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So, I cheated, OK? I’m told that people like stories, so I will tell you the story of this image.


The idea for this was not from a charismatic event that struck me, such as seeing that girl on the London Overground, which I had just painted, but from a drawing by someone else. I have just had a half decade birthday and one of my greetings was a hand drawn sketch of me in my studio, complete with cat, as I must often appear to my visitors. I looked at it continuously for a few days before making my own version of it, still full length, with my painting trolley and the cat in his basket. It reminded me too much of one of those studio interiors by Matisse, with goldfish and little maquettes of statues. Too many incidentals.  But, nevertheless…


I started afresh on the canvas, moving in closer, as it were. The top and left hand edges were offset by a line a third of the way across, defining the edge of the canvas and the zone for the figure to enter into.The important features were the rectangular canvas and the way the figure is looking round it with a brush in his mouth and more brushes in his hands. Now we are with Velasquez and Las meninas. No dwarfs, courtiers or princesses – or even the cat, but this is my studio you are seeing. I paint with my back to the window because I want the light on the canvas, so the figure is “contre jour”. On the pinboard behind me you can see flyers from exhibitions by others, Liam Hanley and Jason Nicklin; in the window you can just see the hills creeping up from the bottom. Of course, I have simplified things, omitting the trees and the white borders to the flyers. Instead, I scraped the ochre paint to give them their edges. That way they all sank back into a field of colour.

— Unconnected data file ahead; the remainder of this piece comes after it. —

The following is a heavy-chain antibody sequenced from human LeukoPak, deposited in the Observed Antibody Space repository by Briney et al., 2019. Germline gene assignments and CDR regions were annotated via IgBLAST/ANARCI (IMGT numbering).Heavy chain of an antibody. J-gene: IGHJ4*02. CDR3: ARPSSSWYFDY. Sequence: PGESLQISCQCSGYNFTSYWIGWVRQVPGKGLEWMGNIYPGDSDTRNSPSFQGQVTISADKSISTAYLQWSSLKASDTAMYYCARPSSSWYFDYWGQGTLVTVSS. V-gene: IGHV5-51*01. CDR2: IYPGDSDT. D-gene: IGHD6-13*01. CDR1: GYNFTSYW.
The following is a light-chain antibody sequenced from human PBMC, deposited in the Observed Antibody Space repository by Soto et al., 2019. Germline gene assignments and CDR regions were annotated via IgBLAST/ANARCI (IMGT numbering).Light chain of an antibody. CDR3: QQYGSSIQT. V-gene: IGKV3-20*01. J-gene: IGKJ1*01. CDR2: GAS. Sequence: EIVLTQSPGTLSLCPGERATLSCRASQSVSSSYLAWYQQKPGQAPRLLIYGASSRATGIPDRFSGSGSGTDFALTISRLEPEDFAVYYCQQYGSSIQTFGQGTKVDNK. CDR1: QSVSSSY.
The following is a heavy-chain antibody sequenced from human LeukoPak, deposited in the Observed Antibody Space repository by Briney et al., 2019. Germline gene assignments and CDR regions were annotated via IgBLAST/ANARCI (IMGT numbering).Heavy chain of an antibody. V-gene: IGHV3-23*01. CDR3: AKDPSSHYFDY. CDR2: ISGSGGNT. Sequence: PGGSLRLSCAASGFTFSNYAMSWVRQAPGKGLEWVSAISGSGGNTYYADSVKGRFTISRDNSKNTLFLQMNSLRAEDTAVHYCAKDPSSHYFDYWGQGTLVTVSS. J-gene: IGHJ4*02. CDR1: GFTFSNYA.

I enjoyed painting the easel because of its colour. It was made in the workshops of the Khartoum Technical Institute and given to me as a gift when I was in my early teens by someone who taught there who could see I enjoyed painting.( No, I was not a student there, he was a family friend.) It is made of locally sourced mahogany and so is very heavy and consequently very stable. The colour of the wood suggested the colour I gave to the pine stretcher.


The back of my canvases can be quite yellow but not as much as I have shown them here.  That was in response to the brown fleece and the cloudless sky.

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